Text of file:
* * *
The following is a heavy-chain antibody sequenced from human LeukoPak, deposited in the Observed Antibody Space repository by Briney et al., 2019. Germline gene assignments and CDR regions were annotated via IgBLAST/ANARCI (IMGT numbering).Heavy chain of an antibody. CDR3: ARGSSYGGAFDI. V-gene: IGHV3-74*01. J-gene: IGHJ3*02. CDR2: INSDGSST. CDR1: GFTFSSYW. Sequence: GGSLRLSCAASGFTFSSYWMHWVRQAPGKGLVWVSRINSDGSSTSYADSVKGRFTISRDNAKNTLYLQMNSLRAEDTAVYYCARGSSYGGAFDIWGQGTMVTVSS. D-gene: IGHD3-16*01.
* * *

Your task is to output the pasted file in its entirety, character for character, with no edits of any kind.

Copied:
The following is a heavy-chain antibody sequenced from human LeukoPak, deposited in the Observed Antibody Space repository by Briney et al., 2019. Germline gene assignments and CDR regions were annotated via IgBLAST/ANARCI (IMGT numbering).Heavy chain of an antibody. CDR3: ARGSSYGGAFDI. V-gene: IGHV3-74*01. J-gene: IGHJ3*02. CDR2: INSDGSST. CDR1: GFTFSSYW. Sequence: GGSLRLSCAASGFTFSSYWMHWVRQAPGKGLVWVSRINSDGSSTSYADSVKGRFTISRDNAKNTLYLQMNSLRAEDTAVYYCARGSSYGGAFDIWGQGTMVTVSS. D-gene: IGHD3-16*01.